After rediscovering “The Shadow Man” recently and exposing my own children to its chilly charms, I knocked on Joes door to jog his memory about the now 30 year old short film he made for a series that doesnt get nearly enough respect.
SHOCK: Was “The Shadow Man” shot before or after EXPLORERS?
JOE DANTE: After. That’s why EXPLORERS’ wrong-side-of-the-tracks kid, Jason Presson, plays the bully
SHOCK: You were riding a commercial high after GREMLINS so was there any trepidation about diving into TV, however briefly?
DANTE: None, because I’d already done two episodes of POLICE SQUAD!, which was my first DGA (Directors Guild of America) job. And I’d already done an episode of AMAZING STORIES too, which made the new THE TWILIGHT ZONE look like poverty row.
SHOCK: You’re obviously a fan of THE TWILIGHT ZONE. But unlike in TWILIGHT ZONE: THE MOVIE, you weren’t shackled by the expectations of remaking any existing episode. Was there any conscious attempt to lock the spirit of Serling or were you simply making a Joe Dante short film?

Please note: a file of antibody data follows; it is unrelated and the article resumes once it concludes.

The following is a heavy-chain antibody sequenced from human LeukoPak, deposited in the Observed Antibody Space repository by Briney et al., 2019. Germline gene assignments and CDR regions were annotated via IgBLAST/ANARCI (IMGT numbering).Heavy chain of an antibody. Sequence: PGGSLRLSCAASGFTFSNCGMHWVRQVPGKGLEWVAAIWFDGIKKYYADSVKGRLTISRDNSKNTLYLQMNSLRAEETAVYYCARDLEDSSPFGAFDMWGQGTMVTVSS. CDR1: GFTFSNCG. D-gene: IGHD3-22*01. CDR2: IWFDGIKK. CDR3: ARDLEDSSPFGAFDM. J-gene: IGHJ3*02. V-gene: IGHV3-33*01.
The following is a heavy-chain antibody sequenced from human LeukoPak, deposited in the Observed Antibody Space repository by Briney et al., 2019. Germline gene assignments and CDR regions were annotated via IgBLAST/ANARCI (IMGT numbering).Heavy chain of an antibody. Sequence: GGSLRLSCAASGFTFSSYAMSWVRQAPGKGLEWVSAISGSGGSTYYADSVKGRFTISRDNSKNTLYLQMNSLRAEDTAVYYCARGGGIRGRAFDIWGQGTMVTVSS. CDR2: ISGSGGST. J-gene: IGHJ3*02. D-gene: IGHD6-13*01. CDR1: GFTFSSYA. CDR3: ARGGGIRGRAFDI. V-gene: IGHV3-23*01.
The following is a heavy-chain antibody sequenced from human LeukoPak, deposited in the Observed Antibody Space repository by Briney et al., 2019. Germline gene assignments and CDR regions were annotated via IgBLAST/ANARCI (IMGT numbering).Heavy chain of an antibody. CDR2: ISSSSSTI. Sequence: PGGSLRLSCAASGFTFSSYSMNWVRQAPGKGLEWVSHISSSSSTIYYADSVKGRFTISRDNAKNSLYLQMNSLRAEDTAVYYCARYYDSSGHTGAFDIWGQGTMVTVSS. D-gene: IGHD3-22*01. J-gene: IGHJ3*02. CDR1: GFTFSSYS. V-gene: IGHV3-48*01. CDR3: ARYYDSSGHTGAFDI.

DANTE: The 80s ZONE revamp was a different animal entirely from the Serling original, which was economically produced but benefited from the availability of the MGM backlot and studio gloss. The new series was shot very quickly at the former Republic Studios lot in Studio City, which only had a tiny backlot. Producer Phil DeGuerre was notorious for post-production tampering and this was one of the first TV series edited on videotape. This allowed for much editorial mischief, as evidenced by director Gil Cates’ complaint that his “Paladin of the Lost Hour” episode was botched by DeGuerre in cocaine-fueled editing and when televised, was officially credited to the fictitious DGA nom de plum “Allen Smithee”.